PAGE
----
Pub Date: Nov. 1, 1992

ISBN: 0-374-17563-2

Page Count: 192

Publisher: Farrar, Straus and Giroux

Review Posted Online: May 20, 2010

Kirkus Reviews Issue: Sept. 1, 1992

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Necessarily swift and adumbrative as well as inclusive, focused, and graceful.


A light-speed tour of (mostly) Western poetry, from the 4,000-year-old Gilgamesh to the work of Australian poet Les Murray, who died in 2019.

In the latest entry in the publisher’s Little Histories series, Carey, an emeritus professor at Oxford whose books include What Good Are the Arts? and The Unexpected Professor: An Oxford Life in Books, offers a quick definition of poetry—“relates to language as music relates to noise. It is language made special”—before diving in to poetry’s vast history. In most chapters, the author deals with only a few writers, but as the narrative progresses, he finds himself forced to deal with far more than a handful. In his chapter on 20th-century political poets, for example, he talks about 14 writers in seven pages. Carey displays a determination to inform us about who the best poets were—and what their best poems were. The word “greatest” appears continually; Chaucer was “the greatest medieval English poet,” and Langston Hughes was “the greatest male poet” of the Harlem Renaissance. For readers who need a refresher—or suggestions for the nightstand—Carey provides the best-known names and the most celebrated poems, including Paradise Lost (about which the author has written extensively), “Kubla Khan,” “Ozymandias,” “The Charge of the Light Brigade,” Wordsworth and Coleridge’s Lyrical Ballads, which “changed the course of English poetry.” Carey explains some poetic technique (Hopkins’ “sprung rhythm”) and pauses occasionally to provide autobiographical tidbits—e.g., John Masefield, who wrote the famous “Sea Fever,” “hated the sea.” We learn, as well, about the sexuality of some poets (Auden was bisexual), and, especially later on, Carey discusses the demons that drove some of them, Robert Lowell and Sylvia Plath among them. Refreshingly, he includes many women in the volume—all the way back to Sappho—and has especially kind words for Marianne Moore and Elizabeth Bishop, who share a chapter.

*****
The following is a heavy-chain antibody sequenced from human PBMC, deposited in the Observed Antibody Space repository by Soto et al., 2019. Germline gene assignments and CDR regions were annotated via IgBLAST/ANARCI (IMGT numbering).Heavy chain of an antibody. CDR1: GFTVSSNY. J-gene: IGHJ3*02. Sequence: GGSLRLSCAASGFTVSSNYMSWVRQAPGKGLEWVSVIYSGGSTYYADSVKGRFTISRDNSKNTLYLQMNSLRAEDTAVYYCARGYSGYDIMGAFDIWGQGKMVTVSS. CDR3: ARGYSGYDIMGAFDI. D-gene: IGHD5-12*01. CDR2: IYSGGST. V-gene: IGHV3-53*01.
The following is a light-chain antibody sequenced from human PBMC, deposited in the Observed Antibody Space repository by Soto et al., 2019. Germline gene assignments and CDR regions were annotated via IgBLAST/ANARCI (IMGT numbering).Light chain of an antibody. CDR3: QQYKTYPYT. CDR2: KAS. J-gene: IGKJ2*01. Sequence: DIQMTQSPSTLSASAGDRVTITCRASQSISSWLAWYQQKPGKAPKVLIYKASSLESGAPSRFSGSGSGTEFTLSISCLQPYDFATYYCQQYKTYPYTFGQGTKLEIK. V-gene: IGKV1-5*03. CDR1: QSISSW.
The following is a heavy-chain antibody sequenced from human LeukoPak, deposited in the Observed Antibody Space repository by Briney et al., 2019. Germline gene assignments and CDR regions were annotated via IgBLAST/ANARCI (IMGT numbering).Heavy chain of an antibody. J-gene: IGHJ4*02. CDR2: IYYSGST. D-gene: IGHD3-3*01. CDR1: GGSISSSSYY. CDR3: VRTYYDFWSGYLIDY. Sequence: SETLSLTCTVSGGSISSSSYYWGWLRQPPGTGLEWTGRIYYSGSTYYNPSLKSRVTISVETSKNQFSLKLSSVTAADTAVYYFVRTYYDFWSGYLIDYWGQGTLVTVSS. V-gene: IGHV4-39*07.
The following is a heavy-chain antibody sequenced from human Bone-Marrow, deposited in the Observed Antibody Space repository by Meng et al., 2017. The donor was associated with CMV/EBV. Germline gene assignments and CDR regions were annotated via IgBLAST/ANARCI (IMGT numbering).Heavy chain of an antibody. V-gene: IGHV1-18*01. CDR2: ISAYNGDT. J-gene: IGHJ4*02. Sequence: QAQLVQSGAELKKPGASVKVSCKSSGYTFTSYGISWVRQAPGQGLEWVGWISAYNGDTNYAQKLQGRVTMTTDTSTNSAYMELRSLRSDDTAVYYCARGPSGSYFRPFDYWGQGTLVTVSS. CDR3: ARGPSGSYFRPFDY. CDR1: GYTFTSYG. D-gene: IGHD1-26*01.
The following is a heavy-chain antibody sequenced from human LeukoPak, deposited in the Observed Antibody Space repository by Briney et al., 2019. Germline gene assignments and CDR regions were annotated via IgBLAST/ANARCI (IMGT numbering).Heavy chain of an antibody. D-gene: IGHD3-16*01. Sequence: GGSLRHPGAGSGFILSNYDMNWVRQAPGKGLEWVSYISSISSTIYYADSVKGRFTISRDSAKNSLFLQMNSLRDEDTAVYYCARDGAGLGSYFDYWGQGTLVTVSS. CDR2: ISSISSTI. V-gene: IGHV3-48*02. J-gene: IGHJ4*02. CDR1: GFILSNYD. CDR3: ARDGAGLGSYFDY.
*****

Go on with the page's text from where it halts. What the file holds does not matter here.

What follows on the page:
Necessarily swift and adumbrative as well as inclusive, focused, and graceful.

Pub Date: April 21, 2020

ISBN: 978-0-300-23222-6

Page Count: 304

Publisher: Yale Univ.

Review Posted Online: Feb. 9, 2020

Kirkus Reviews Issue: March 1, 2020